Northern Ireland

Derry City Council responds to Browne-Lecky charity claims

Derry City Council has responded to a claim that it owes two charities thousands of pounds from ground rents.

The charities - The Actors' Charitable Trust and the Musicians' Benevolent Fund were each left half of the remainder of Raymond Browne-Lecky's estate after his death 50 years ago.

Mr Browne-Lecky, one of Northern Ireland's more colourful characters, died in 1961.

To date the charities have each received £25,000 from his estate - but they say they are owed much more.

The charities believe most of the money they should be receiving comes from the ground rent for the City Swimming Baths on William Street in Derry which is run by Derry City Council.

However, about 15 years ago that money stopped and no-one really knows why.

In total the council only has to pay close to £600 a year in ground rent - which may not seem like much - but when you add up all the years that haven't been paid - it comes to around £10,000 - which means £5,000 for each charity.

Robert Ashby from the Actors' Charitable Trust said he knows exactly how they could spend the money.

He said: "If we had £300 a year that would pay for a child who had been orphaned to have a holiday and to learn how to pay the piano. Two good things that wouldn't happen otherwise.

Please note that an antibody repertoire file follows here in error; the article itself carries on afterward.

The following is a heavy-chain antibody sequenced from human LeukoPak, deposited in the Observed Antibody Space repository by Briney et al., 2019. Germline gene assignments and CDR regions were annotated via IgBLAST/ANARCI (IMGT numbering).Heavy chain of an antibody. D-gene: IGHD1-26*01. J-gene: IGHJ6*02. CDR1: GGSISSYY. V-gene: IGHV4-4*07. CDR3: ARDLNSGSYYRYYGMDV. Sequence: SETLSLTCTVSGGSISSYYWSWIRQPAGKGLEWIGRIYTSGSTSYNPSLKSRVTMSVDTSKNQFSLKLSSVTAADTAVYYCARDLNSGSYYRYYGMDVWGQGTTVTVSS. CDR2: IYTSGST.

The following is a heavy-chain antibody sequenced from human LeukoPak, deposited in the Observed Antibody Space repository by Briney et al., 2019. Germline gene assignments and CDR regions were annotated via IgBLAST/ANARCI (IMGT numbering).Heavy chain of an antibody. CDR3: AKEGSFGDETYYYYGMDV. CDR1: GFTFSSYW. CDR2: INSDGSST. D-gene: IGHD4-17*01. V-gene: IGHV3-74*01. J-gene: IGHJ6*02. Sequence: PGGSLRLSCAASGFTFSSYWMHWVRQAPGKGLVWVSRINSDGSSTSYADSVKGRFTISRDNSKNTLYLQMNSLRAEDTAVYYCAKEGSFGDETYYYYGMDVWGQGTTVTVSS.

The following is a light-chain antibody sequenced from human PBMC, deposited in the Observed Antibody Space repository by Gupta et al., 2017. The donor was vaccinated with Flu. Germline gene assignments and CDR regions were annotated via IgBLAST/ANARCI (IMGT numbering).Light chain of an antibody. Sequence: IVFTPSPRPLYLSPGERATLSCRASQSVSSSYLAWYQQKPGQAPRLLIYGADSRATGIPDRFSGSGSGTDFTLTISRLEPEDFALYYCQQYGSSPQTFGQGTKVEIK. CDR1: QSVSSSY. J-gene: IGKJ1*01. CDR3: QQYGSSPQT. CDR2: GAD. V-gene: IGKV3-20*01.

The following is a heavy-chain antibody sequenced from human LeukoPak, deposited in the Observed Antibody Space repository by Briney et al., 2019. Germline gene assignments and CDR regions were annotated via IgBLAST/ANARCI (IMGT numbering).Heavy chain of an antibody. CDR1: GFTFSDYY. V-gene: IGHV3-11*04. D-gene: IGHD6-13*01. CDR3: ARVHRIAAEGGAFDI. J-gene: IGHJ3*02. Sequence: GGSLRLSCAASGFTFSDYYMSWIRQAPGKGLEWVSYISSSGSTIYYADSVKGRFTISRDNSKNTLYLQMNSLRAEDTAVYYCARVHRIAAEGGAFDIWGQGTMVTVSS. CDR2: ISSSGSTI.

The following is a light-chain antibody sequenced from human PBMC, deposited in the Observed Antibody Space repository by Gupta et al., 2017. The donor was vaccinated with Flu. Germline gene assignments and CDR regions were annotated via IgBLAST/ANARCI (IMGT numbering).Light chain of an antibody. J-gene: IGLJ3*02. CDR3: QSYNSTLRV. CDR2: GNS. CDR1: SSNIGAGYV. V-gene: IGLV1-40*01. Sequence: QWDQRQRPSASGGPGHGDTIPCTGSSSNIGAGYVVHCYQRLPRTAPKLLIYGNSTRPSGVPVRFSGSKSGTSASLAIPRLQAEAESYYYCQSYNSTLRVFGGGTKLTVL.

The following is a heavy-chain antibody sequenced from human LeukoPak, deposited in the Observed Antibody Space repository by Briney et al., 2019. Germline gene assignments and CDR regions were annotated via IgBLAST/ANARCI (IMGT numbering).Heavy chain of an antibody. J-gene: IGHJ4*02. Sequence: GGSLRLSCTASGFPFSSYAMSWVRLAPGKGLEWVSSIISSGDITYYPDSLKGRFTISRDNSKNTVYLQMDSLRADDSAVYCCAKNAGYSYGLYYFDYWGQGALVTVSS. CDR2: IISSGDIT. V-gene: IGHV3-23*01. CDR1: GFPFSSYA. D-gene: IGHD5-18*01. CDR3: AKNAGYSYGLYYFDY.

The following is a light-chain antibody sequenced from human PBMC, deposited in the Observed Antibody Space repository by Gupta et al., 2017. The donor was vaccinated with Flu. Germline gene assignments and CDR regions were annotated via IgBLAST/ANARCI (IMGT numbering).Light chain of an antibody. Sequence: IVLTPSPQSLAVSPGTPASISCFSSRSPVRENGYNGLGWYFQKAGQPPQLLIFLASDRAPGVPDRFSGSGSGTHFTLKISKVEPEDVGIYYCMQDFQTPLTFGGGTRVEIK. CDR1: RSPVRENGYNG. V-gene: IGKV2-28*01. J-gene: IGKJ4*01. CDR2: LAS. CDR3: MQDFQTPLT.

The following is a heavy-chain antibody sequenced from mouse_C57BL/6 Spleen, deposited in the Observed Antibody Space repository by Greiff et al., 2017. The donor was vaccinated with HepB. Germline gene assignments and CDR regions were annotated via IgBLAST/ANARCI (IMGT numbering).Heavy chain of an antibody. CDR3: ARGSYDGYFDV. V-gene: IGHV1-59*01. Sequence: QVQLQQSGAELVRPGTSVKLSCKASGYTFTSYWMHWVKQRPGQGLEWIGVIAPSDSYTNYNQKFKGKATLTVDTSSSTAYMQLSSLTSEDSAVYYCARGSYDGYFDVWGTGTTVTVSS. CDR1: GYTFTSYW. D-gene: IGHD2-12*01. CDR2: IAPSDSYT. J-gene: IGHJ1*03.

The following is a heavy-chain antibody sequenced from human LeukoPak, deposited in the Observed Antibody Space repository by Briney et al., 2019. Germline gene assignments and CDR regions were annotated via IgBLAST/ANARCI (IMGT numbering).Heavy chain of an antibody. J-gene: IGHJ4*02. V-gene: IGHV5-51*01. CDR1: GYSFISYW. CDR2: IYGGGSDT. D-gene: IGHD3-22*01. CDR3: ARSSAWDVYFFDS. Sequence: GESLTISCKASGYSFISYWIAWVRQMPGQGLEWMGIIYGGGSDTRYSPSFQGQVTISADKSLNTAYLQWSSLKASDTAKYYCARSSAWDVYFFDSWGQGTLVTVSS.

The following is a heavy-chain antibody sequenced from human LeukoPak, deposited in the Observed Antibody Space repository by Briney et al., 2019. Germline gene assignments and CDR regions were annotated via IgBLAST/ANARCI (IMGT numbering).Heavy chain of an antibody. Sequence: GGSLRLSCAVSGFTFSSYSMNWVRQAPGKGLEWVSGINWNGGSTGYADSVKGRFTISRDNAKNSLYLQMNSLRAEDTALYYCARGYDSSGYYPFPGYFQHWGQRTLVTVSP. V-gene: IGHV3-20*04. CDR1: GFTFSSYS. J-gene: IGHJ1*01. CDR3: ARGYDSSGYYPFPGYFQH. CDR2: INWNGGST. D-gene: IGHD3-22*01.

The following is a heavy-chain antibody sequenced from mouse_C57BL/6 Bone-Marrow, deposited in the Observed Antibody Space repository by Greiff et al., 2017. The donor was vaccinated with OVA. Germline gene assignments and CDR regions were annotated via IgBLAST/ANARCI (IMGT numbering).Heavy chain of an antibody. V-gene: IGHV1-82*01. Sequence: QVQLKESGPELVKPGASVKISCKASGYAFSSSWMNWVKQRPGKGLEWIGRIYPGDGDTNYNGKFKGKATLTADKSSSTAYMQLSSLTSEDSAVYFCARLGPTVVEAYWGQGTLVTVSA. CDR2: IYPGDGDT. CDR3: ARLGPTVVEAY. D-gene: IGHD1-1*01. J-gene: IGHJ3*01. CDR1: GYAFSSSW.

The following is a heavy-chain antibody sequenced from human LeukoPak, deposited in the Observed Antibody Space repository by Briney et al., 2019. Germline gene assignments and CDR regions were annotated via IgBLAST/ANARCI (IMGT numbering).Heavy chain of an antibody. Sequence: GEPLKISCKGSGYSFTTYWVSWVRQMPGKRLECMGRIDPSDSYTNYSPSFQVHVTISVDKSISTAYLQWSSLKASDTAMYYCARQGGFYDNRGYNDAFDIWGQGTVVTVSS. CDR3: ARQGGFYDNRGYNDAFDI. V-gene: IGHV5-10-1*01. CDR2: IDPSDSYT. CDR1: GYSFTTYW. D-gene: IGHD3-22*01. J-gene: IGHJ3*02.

"Five thousand pounds back pay - we have children desperately waiting for specialist equipment - we would just do it straight away - it really changes lives."

So why did the money stop?

The BBC has the documents to show that the council was liable to pay these ground rents as far back as 1962.

We also have the documents to show that they had been paying it sporadically as late as the early 1990s - but then the council sent a letter asking for proof that they owed the money.

They wanted a copy of the deed - but solicitor Hugh Logan - who has been looking after the estate for around 30 years - said that wasn't something they were able to produce.

"The actual document couldn't be turned up but the fact that the ground landlord, and we are acting on behalf of the ground landlord, couldn't produce what is called the counterpart deed - the copy deed - the original deed would be in the hands of the person who holds the ground, ie. Derry City Council."

And the BBC has seen a copy of that deed belonging to Derry City Council - and it clearly says on it that the ground rent is to be paid forever.

So we asked the council why they had stopped paying the ground rent and if they had any intention of paying the two charities the money they owed.

In a statement sent through to the BBC last week the council said their financial records did not go back that far - but that they would be happy to meet with representatives from the charities to review the matter.

In a second statement sent to the BBC by Derry City Council on Monday - the council further clarified that they do not have any outstanding demands for ground rent on the property and would encourage the charities to get in contact with them directly.

Both charities have said they will contact the council again. We will keep you up to date with any developments.

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